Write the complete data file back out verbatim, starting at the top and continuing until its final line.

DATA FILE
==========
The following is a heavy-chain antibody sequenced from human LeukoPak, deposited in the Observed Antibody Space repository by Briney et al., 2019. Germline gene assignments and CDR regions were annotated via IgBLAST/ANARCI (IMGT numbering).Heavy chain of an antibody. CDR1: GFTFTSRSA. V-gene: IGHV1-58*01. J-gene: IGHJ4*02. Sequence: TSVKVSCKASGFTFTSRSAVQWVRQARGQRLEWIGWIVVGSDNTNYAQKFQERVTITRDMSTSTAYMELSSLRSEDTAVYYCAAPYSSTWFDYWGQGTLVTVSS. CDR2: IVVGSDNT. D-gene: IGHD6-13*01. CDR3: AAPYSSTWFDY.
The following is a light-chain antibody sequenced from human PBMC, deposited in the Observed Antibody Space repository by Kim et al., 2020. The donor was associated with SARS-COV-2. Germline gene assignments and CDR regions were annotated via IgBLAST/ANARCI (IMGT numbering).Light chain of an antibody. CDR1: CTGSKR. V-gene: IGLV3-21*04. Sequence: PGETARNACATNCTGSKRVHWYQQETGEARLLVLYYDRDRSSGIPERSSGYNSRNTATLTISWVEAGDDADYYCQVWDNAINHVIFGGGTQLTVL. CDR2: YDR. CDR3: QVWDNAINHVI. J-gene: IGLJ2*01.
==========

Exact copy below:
The following is a heavy-chain antibody sequenced from human LeukoPak, deposited in the Observed Antibody Space repository by Briney et al., 2019. Germline gene assignments and CDR regions were annotated via IgBLAST/ANARCI (IMGT numbering).Heavy chain of an antibody. CDR1: GFTFTSRSA. V-gene: IGHV1-58*01. J-gene: IGHJ4*02. Sequence: TSVKVSCKASGFTFTSRSAVQWVRQARGQRLEWIGWIVVGSDNTNYAQKFQERVTITRDMSTSTAYMELSSLRSEDTAVYYCAAPYSSTWFDYWGQGTLVTVSS. CDR2: IVVGSDNT. D-gene: IGHD6-13*01. CDR3: AAPYSSTWFDY.
The following is a light-chain antibody sequenced from human PBMC, deposited in the Observed Antibody Space repository by Kim et al., 2020. The donor was associated with SARS-COV-2. Germline gene assignments and CDR regions were annotated via IgBLAST/ANARCI (IMGT numbering).Light chain of an antibody. CDR1: CTGSKR. V-gene: IGLV3-21*04. Sequence: PGETARNACATNCTGSKRVHWYQQETGEARLLVLYYDRDRSSGIPERSSGYNSRNTATLTISWVEAGDDADYYCQVWDNAINHVIFGGGTQLTVL. CDR2: YDR. CDR3: QVWDNAINHVI. J-gene: IGLJ2*01.